Occasionally stars have more than one companion. The extra light from the other stars essentially "wash out" the depth of the eclipse, making it look more like a transit. In most cases, the tests described above can distinguish these cases. A much more common situation is that a binary star happens to appear to be close to another object, along the same line of sight in the sky rather than gravitationally bound. This can also wash out the transit. Again, the tests above come to the rescue, but we also try to observe transits from a telescope with better spacial resolution which can measure the light from the objects separately. If the stars are so close they cannot be separated completely, we will also measure the position of the "photocenter" during the transit - in a planetary transit, the center of the source of light should remain at the position of the primary star, but if the primary is blended with a nearby object, the photocenter can shift towards the neighboring object as light is blocked out in transit.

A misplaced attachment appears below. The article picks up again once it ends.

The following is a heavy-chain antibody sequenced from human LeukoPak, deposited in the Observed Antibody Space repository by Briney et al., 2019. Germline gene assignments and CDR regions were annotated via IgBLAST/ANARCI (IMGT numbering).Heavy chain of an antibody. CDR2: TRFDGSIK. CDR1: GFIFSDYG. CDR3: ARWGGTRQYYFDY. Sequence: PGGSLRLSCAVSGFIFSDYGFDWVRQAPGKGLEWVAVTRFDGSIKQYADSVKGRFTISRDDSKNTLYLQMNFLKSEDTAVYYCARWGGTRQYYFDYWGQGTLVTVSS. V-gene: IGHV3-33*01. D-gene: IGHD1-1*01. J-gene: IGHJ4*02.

- Stellar variability.
Stars sometimes vary in brightness all by themselves! Some stars pulsate, or have starspots, cooler and therefore darker regions on their surfaces. Pulsations make the star's light vary continuously in a distinctive way, so this is usually easy to spot. Starspots however, are carried across the face of the star as it rotates and could in principle cause a transit-like signature. Generally these are easy to distinguish though. In practice, most stars rotate more slowly than a typical planetary transit, so the timescale is wrong. Starspots also fail the test for different transit depths in different colors. And they are a temporary phenomena, usually dissipating over weeks or months.

What makes studying transits different from the other methods of exoplanet detection?
Transits can tell us so much more about the systems than anything else, but they are rare because they require chance orbital alignment with us. So we have to survey tens of thousands of stars to have a chance of finding just one, but they are worth the effort. The dependence on orbital alignment means that transits are most likely to happen in systems where the planet is close to its host star, so the technique preferentially discovers this type of planet system. The most scientifically valuable transiting planets are those orbiting bright stars because these are easiest to study...and it usually means that the stars are quite close to us. It's a way to discover our neighbors!